Television Tops the Teases for Consumer Electronics Show
With the new year upon us, once the confetti is swept up, the leftover champagne dumped and the hangovers fade, the technology world's attention will turn to Las Vegas, site of the annual Consumer Electronics Association's trade show, the most important U.S. tech event of the year.
Manufacturers, wireless carriers, developers -- and their investors -- all hope the Consumer Electronics Show, set for Jan. 8 through 11, will set trends and raise the profile of their products and services.
What To Watch For
And jockeying for position already, some companies have started teasing their big news. Samsung Electronics, enjoying sweeping success with smartphones, on Thursday raised expectations for its latest smart television set with a cute video showing older TVs, both CRT and flat-screen flocking to see the window-shaped newcomer, covered for now by a sheet.
Not to be outdone, rival LG leaked word that it will release the highest resolution 4k2k ultra-definition monitor along with its TV lineup. 4K2k means four times current high definition resolution, or a 3640x2160-pixel image.
But the big revolution in TV could be in set-top boxes, a device class whose time has yet to come. Apple has long struggled to get its Apple TV device -- which streams Web content from Wi-Fi to a big screen -- beyond what it has called a hobby to a top seller like the iPad and iPhone. Google has also tried to get Google TV to be a household name.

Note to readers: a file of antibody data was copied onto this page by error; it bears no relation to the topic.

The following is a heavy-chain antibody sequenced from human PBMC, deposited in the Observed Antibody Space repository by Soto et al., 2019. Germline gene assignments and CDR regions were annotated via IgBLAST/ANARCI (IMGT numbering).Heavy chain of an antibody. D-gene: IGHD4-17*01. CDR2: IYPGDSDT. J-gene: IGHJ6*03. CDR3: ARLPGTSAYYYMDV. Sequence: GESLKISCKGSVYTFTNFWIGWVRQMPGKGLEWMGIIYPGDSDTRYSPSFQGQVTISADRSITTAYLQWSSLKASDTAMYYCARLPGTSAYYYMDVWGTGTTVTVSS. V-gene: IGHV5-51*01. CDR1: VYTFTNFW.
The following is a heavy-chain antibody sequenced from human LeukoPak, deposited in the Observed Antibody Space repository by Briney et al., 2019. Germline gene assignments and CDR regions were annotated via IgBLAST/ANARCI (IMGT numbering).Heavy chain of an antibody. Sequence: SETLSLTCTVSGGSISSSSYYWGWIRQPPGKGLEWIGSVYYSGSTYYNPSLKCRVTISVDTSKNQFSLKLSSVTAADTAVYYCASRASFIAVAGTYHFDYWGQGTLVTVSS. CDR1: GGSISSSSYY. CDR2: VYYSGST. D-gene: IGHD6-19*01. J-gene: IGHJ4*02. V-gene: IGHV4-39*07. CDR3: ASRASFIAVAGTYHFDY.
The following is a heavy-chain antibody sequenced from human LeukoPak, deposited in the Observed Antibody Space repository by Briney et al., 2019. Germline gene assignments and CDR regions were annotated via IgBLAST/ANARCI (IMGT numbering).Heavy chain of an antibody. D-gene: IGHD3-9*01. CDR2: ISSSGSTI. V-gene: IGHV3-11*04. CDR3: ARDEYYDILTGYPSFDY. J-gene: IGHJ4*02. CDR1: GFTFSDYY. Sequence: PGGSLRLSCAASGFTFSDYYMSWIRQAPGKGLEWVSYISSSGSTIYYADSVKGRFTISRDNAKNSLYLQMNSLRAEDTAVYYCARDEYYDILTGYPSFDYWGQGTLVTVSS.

They'll soon have some heavy competition in chip-making giant Intel, reports suggest. Industry insiders told two tech sites Intel will use CES to unveil a "virtual cable" service that will be negotiated with regional providers rather than rolled out nationwide because many providers don't want to unbundle their channels.
Tech Crunch cited sources saying the chipmaker eyed its own service after failing to get its chips used for Google TV.
Technology consultant Rob Enderle of the Enderle Group said the 4K is likely to be one of the top three CES stories. "What may make this work is easy upscaling so that current HD programming will work brilliantly on the sets and you won't blow out data plans if you stream them," Enderle told us. "3D just didn't take largely due to both the glasses and the lack of compelling 3D content."
Ultra-Def, Jumbo Tabs and Connected Cars
The other two trends: Jumbo tablets and in-car entertainment systems, Enderle predicts.
"This is taking the tablet concept and making it more of a family product with screens approaching 30 inches," Enderle said. "More of a cross between a digital board game and a rethinking of the portable TV in an all-in-one form factor that has a battery."
He sees Ford standing out in the automotive arena.
"Think higher wireless connectivity, better integration with phones and tablets, and some interesting steps to better connect your music experience in home to the one you have in your car," said Enderle, adding "Clearly we will be up to our armpits in Windows 8 products -- the touchscreen shortage has kept most off the shelves this year -- and accessories for phones and tablets will be plentiful as well."